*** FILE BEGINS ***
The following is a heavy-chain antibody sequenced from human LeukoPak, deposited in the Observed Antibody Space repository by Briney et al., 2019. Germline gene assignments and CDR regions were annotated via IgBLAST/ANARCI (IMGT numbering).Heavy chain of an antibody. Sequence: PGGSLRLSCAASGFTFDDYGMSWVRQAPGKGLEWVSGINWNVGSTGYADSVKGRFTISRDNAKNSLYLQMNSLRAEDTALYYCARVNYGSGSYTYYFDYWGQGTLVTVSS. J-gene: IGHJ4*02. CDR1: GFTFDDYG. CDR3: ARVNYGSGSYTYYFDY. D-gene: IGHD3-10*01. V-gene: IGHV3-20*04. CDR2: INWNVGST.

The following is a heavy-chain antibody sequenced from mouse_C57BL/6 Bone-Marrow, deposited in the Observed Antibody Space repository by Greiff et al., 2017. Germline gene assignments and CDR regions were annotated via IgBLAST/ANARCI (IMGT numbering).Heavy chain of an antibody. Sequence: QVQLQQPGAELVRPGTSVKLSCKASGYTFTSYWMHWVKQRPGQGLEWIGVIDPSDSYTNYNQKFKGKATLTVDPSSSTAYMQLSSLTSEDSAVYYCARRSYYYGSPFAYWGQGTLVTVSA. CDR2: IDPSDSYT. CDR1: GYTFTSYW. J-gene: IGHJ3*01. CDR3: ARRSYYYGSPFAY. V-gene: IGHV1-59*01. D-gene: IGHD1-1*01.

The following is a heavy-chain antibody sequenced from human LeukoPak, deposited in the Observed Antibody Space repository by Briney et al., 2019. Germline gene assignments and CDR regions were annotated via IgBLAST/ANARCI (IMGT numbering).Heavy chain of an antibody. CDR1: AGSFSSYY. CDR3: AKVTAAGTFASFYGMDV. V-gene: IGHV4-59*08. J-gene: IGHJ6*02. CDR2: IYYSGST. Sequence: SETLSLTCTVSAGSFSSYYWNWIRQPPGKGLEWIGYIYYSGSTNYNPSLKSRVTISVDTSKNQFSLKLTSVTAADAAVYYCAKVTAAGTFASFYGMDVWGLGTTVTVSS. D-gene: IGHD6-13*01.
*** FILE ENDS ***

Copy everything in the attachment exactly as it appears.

The following is a heavy-chain antibody sequenced from human LeukoPak, deposited in the Observed Antibody Space repository by Briney et al., 2019. Germline gene assignments and CDR regions were annotated via IgBLAST/ANARCI (IMGT numbering).Heavy chain of an antibody. Sequence: PGGSLRLSCAASGFTFDDYGMSWVRQAPGKGLEWVSGINWNVGSTGYADSVKGRFTISRDNAKNSLYLQMNSLRAEDTALYYCARVNYGSGSYTYYFDYWGQGTLVTVSS. J-gene: IGHJ4*02. CDR1: GFTFDDYG. CDR3: ARVNYGSGSYTYYFDY. D-gene: IGHD3-10*01. V-gene: IGHV3-20*04. CDR2: INWNVGST.

The following is a heavy-chain antibody sequenced from mouse_C57BL/6 Bone-Marrow, deposited in the Observed Antibody Space repository by Greiff et al., 2017. Germline gene assignments and CDR regions were annotated via IgBLAST/ANARCI (IMGT numbering).Heavy chain of an antibody. Sequence: QVQLQQPGAELVRPGTSVKLSCKASGYTFTSYWMHWVKQRPGQGLEWIGVIDPSDSYTNYNQKFKGKATLTVDPSSSTAYMQLSSLTSEDSAVYYCARRSYYYGSPFAYWGQGTLVTVSA. CDR2: IDPSDSYT. CDR1: GYTFTSYW. J-gene: IGHJ3*01. CDR3: ARRSYYYGSPFAY. V-gene: IGHV1-59*01. D-gene: IGHD1-1*01.

The following is a heavy-chain antibody sequenced from human LeukoPak, deposited in the Observed Antibody Space repository by Briney et al., 2019. Germline gene assignments and CDR regions were annotated via IgBLAST/ANARCI (IMGT numbering).Heavy chain of an antibody. CDR1: AGSFSSYY. CDR3: AKVTAAGTFASFYGMDV. V-gene: IGHV4-59*08. J-gene: IGHJ6*02. CDR2: IYYSGST. Sequence: SETLSLTCTVSAGSFSSYYWNWIRQPPGKGLEWIGYIYYSGSTNYNPSLKSRVTISVDTSKNQFSLKLTSVTAADAAVYYCAKVTAAGTFASFYGMDVWGLGTTVTVSS. D-gene: IGHD6-13*01.